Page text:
At a Berlin meeting on Friday German and French leaders appear to have come to a compromise that would ultimately lay the groundwork for the next round of emergency IMF loans to Greece. Prime Minister Papandreou shuffled his cabinet Friday appointing a new finance minister along the way. Two pieces of news drove currency trading on Friday with a former Fed official predicting a U.S. recession resulting from an inevitable Greek default, while the news conference in Berlin took precedence and sent the euro surging.
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Euro – Alan Greenspan talking on Bloomberg’s Charlie Rose show warned that a default by Greece was almost certain and as such would likely drag the U.S. economy into recession. His prediction, while likely accurate, has been diluted on Friday on account of the positive words flowing from Berlin. German Chancellor Merkel said she’s willing to compromise on demands for bondholders to carry the burden and asks instead for purely a voluntary participation by private creditors. French leader Sarkozy said that such agreement requires the approval of the European Central Bank. Indeed the attitude of its President Trichet and company will be key here although investors have seized the opportunity to drive the single currency sharply higher. Earlier the unit slumped to $1.4127 before a moonshot lifted it to $1.4289. With the entire market watching and reacting to headlines, it’s important to understand that the end game for the ECB here is to avoid any situation under which any ratings agency would claim a default. The bid behind the euro following the Berlin conference is a market attempt to put words in the mouth of the central bank’s mouth.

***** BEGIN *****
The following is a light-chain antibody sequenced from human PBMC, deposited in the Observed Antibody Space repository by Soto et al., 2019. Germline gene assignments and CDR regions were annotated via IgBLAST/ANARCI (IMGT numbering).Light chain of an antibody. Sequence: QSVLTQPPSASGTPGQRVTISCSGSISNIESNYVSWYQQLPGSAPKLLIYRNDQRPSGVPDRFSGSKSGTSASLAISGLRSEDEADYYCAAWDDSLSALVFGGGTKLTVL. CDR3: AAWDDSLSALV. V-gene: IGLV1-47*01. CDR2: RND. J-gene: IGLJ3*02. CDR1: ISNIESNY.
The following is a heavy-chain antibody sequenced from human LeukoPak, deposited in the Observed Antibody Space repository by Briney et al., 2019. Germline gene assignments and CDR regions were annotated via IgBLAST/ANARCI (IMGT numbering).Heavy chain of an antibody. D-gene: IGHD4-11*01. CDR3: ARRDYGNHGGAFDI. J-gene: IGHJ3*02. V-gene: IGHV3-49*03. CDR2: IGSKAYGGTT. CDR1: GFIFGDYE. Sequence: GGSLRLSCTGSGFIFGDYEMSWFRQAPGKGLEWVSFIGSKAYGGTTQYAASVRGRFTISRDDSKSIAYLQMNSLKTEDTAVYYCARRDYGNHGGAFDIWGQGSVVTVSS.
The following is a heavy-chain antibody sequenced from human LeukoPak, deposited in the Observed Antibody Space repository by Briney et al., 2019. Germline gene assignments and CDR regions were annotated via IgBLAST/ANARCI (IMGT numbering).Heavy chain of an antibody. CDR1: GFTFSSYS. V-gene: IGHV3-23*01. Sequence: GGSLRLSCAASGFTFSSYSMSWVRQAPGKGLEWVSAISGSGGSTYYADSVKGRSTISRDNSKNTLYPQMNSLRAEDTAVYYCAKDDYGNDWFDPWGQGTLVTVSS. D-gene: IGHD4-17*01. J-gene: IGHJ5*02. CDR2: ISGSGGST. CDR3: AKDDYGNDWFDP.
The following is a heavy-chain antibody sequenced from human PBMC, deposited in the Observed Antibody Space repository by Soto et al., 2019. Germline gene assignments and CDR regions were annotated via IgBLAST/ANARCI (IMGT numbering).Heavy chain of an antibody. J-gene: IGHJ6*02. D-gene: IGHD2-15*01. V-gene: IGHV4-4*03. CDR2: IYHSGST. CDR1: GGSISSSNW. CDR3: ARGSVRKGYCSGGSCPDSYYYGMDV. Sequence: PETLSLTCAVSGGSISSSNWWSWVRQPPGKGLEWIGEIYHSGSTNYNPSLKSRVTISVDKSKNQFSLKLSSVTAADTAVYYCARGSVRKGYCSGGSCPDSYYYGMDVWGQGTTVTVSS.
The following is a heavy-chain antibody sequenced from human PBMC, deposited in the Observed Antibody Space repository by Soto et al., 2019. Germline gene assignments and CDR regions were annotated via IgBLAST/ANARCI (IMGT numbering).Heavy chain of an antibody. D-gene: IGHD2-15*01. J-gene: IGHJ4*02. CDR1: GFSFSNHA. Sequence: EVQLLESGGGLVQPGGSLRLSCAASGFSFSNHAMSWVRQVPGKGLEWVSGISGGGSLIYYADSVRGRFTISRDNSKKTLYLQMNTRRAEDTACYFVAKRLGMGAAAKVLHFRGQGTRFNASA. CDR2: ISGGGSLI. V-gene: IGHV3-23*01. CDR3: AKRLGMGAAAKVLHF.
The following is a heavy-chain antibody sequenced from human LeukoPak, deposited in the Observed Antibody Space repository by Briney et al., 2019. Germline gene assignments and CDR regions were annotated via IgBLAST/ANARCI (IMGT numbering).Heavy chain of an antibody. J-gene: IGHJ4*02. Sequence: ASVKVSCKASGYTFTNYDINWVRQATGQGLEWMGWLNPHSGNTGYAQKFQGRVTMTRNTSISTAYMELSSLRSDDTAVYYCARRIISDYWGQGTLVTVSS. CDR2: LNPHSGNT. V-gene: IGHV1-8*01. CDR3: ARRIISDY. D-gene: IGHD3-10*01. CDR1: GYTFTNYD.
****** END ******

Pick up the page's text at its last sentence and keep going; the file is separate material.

U.S. Dollar – Of course a surging euro is at this point positive for risk appetite and is surrounded at the end of a choppy week for trading by a reversal in stock indices from Europe to North America as investors hope for a longer-lasting resolution to the crisis. The dollar basket has slumped by 0.5% with the greenback taking slingshots left and right from every other major unit. Data due for release Friday may show a rebound for economic activity over the coming three-to-six months. The Conference Board’s leading indicator for June should reverse last month’s dip as fears over supply bottlenecks resulting from the Japanese earthquake events unwind, while a welcome slide in fuel costs may also boost both sentiment and activity. A University of Michigan confidence index is expected to show little change in consumers’ mood.